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A Day in the Life of a Staffing Agency Owner To help you figure out if this is the type of business you'd like to start, let's take a behind-the-scenes look at how a staffing service operates on a daily basis.

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This excerpt is part of's Second-Quarter Startup Kit which explores the fundamentals of starting up in a wide range of industries.

In Start Your Own Staffing Service, the staff at Entrepreneur Press and writer Krista Thoren Turner explain how to start and run a successful staffing service. In this edited excerpt, the authors offer details on the kinds of tasks you'll be doing on a daily basis when you're running a staffing service.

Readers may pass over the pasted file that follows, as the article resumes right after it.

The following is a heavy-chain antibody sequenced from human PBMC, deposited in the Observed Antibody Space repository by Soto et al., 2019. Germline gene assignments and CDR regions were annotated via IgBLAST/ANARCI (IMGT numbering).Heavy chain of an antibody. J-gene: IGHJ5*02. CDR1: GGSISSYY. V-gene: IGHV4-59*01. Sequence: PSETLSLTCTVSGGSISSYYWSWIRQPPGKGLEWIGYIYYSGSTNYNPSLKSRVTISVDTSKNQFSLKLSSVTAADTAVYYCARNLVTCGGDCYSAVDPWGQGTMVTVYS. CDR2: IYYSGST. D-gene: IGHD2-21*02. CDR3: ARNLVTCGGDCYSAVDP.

Most staffing services are open from 8 a.m. to 6 p.m., or some close approximation thereof. During this time, you should always have someone at the front desk, ready to greet those who walk in. The majority of people coming through your doors will be applicants, because clients rarely visit and most employees come in only occasionally. When prospective employees come into your staffing service, you should do the following:

Ask what kind of job the candidate is looking for.

Ask for a resume. Take a look at the education and job experience sections, at the very least. Few things are more off-putting to a job seeker than handing out painstakingly assembled resumes, only to have them immediately tossed aside.

Ask for identification. You need to see either proof of U.S. citizenship or a green card, because you can't employ illegal aliens. Get two forms of identification, at least one with a photo (e.g., a driver's license).